The emergence of George Washington has been one of the joys of this season, not simply making regionals as they did last year but spending most of the season in the top 25 and becoming a realistic threat for 196s. With none of the current lineup routines coming from seniors and the majority of important scores coming from sophomores, there’s every reason to expect George Washington’s ascent to continue next season and for seasons after. Making some real noise at a regional competition is still several steps away, but individual qualification is a realistic possibility. It will also be interesting to see how vaults like Winstanley’s are scored in the same meet as Gnat, Jay, Rogers, etc. How is hers evaluated directly against the name-brand vaults?

Michigan State was the very last qualifier to regionals, enduring a nail-biting day to stay ahead of NC State by the slimmest of margins. Qualifying was the victory, but MSU has produced some impressively 49 floor rotations over the last couple weeks, so check them out as a team that could/should finish in the top three on floor, especially with ending on that event. A relatively competitive team total that challenges the high 195s is not out of the question in spite of qualifying in 36th.

If Georgia doesn’t make it, then Brandie Jay is of course a likely AA qualifier (Rogers would be as well, but it seems she’s off floor now that Reynolds is back), but if we assume that LSU and Georgia qualify to nationals as the two teams, things get a little interesting. Maddie Gardiner would be expected to take up the Official Chelsea Tang Individual Spot now that Tang has graduated, but Arizona doesn’t compete an AAer, opening up what looks like it’s going to be a guaranteed AA spot for one of the two lowest-seeded teams.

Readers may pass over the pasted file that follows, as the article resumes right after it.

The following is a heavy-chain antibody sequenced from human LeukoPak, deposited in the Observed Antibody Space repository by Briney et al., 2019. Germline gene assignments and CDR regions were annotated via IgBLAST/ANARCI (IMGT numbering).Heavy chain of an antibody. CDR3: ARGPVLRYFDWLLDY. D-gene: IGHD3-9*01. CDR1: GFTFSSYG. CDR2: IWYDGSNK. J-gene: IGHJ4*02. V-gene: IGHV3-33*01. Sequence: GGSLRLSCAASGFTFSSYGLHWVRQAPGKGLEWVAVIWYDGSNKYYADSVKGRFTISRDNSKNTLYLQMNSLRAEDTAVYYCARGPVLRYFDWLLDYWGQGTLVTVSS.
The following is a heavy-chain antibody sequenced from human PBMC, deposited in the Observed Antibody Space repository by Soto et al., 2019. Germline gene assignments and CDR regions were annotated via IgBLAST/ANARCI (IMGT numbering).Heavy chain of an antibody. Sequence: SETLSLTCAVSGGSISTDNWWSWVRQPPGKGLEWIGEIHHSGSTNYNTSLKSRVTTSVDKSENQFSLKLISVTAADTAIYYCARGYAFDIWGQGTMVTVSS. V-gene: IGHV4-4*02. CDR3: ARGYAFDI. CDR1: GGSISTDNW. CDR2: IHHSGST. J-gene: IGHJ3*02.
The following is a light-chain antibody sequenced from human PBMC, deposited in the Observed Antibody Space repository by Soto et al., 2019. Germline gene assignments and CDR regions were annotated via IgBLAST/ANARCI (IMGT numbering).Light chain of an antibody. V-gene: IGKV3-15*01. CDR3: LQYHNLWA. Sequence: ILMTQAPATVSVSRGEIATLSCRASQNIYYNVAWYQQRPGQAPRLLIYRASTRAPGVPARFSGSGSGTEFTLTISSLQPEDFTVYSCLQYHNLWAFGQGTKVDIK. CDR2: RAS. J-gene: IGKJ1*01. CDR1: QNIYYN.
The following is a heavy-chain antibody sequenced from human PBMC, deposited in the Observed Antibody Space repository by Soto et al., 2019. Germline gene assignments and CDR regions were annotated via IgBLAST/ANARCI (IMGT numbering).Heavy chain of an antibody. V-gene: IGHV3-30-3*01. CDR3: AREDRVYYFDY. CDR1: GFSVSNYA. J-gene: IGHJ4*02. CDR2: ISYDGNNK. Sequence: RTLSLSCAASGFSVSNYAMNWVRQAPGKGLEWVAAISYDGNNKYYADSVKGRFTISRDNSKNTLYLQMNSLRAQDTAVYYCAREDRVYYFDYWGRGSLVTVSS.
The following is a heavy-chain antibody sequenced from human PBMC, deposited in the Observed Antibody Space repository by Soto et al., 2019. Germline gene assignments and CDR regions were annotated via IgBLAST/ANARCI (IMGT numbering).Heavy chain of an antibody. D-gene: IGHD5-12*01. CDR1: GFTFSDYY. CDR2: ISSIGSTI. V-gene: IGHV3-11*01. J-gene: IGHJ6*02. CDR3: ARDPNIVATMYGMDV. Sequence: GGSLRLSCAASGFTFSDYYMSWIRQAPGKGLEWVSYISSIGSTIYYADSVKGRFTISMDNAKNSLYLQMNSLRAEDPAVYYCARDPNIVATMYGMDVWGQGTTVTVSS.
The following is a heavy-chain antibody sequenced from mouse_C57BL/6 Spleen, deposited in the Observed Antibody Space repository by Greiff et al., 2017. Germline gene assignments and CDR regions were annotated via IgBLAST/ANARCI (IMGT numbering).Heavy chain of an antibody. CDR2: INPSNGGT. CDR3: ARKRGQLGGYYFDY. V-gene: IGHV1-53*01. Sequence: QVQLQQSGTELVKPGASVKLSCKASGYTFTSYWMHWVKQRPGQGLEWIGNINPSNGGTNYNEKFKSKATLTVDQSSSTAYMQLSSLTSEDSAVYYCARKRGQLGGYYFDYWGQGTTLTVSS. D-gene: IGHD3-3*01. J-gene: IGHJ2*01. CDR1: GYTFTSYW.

Last year, Cami Drouin-Allaire of GWU pulled off the big upset by qualifying to nationals as an individual, and this year it looks like she and Jillian Winstanley could be in an intra-team battle for an AA spot once again. The two have been swapping places as AA winners and scoring very equivalent totals all season, so it could go either way. Keeping an eye on the back-and-forth scores for those two will be an interesting side story at this regional.

I also wouldn’t discount Lisa Burt of Michigan State who has saved the meet for that team more times than can even be counted over her career. She’s very capable of 9.850ing her way to a strong total. The fourth option for that final spot is probably DeMoura for George Washington, but her scoring potential tends to be a touch lower than that of Drouin-Allaire and Winstanley, so if George Washington is having a good day, expect the CDA and Winstanley totals to be the more competitive ones.

But unless things get really crazy in this competition, it looks like there will be just six AAers (add in Brittany Holmes of MSU) who don’t qualify with a team and are fighting for those two spots, five of whom come from the lowest seeds, so it won’t take all that many mistakes for any of the six to sneak in.